Three years of near-European football with the minnows saw him step-up to the challenge of Lazio, but was sacked following a second and third finish. He then moved across town to join Roma at the start of the 1997/98 season.
Two years there saw plenty of attacking football – top scoring in both seasons, but after a fourth and fifth finish and some controversial allegations levelled by him, he was replaced. Whatever happens in his second spell though, he will always be the man who brought club legend Cafu to i Giallorossi.
The often outspoken coach has been quick to make his mark on the squad this time around, with club president Thomas DiBenedetto and his board seemingly keen to back him – only being outspent by champions Juventus during this transfer window.
The arrivals of Mattia Destro and Panagiotis Tachtsidis from Genoa provide variation going forward, while Federico Balzaretti from Palermo and the triple swoop of Corinthians defenders in Leandro Castan, Dodo and Marquinhos, among others, will hope to plug a leaky defence.
They are acquisitions Zeman seems pleased with too. “The new players we brought in can do a great deal for Roma, so I am very happy with the transfer strategy. I have a lot of faith in this squad and I am convinced we can challenge anyone.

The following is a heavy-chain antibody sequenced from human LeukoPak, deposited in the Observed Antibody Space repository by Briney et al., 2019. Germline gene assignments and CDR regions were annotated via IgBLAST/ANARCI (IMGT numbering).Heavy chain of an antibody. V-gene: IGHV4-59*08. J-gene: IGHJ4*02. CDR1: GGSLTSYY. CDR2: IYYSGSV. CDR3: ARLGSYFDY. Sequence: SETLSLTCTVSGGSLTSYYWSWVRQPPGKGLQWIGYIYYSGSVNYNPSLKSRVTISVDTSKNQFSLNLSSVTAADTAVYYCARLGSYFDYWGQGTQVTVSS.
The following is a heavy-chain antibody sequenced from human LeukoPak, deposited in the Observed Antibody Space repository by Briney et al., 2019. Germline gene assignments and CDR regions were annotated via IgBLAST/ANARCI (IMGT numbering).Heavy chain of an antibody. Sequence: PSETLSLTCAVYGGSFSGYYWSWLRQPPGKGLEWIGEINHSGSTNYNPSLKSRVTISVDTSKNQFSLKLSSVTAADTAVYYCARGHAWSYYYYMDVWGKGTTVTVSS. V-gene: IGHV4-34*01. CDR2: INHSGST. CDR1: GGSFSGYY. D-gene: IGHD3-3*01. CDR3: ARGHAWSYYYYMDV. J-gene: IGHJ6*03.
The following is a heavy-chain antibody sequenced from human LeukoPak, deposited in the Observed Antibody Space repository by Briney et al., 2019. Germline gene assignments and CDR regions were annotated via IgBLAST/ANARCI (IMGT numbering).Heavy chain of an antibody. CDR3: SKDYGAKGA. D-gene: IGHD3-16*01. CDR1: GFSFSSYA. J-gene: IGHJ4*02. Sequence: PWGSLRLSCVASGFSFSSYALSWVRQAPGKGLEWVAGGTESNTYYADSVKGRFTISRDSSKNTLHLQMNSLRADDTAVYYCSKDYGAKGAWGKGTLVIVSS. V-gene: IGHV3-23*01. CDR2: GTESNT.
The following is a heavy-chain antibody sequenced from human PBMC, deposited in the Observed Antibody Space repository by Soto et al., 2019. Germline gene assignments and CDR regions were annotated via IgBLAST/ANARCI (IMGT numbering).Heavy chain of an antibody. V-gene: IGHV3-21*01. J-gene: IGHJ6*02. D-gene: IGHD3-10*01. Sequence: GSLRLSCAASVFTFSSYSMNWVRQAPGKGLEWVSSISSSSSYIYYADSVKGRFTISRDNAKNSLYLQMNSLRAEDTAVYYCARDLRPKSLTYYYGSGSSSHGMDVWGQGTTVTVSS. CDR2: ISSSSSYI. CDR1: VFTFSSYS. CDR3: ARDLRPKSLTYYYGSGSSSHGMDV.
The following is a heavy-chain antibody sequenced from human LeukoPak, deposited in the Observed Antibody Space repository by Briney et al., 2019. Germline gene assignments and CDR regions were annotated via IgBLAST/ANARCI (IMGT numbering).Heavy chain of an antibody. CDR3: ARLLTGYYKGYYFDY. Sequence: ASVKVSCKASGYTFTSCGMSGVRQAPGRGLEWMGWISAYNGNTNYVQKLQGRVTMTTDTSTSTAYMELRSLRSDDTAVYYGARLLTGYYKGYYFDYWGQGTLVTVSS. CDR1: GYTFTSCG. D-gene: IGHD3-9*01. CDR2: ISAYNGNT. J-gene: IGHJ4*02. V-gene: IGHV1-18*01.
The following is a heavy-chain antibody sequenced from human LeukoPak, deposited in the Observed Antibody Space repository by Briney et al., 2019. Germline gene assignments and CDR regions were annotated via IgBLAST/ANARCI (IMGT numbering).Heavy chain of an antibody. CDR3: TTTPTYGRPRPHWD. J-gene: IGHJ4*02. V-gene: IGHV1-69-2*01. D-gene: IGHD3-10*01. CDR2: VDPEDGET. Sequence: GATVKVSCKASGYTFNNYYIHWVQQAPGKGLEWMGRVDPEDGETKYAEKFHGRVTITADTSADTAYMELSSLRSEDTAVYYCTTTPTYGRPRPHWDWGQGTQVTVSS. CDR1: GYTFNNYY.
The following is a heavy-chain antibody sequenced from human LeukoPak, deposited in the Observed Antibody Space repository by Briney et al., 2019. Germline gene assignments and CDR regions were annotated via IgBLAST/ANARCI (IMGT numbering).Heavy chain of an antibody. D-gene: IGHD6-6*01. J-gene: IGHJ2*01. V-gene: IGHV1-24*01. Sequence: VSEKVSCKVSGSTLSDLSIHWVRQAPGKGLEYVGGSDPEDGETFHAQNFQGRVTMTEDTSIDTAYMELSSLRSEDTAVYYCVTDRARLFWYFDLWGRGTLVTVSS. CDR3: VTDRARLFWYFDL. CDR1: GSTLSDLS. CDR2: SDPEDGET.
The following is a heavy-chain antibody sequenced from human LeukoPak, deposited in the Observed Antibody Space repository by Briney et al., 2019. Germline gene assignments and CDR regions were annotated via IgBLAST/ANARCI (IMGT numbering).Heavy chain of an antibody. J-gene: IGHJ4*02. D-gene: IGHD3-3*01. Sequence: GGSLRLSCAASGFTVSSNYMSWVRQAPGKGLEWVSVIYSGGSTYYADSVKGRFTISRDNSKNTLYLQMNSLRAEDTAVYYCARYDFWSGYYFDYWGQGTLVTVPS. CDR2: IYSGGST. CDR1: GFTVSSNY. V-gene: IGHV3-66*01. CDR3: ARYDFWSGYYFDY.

"Personally I want to compete, battle with the everyone, such as Inter, AC Milan or Juventus, but also Pescara. At the beginning you are all equal."
Ahead of their opening game with Inter Milan on Sunday, Zeman already professes to have a line-up in mind, but his trademark unpredictable character also seems to have been factored into his outlook. “I already have a basic idea of my starting XI. I have a squad that covers every role with two players, then it depends on their fitness levels and my level of madness on which ones I use.”
The club’s current state of affairs is also one that is building confidence beyond the Eternal City. Former coach and current Monaco boss, Claudio Ranieri feels the side he left 18 months ago are in good shape, saying: “I see some good things, very good things, and the squad has been strengthened. Then, they also have Zeman. He’s a great Coach and I’m a big admirer of his work. His Roma deserve great faith.”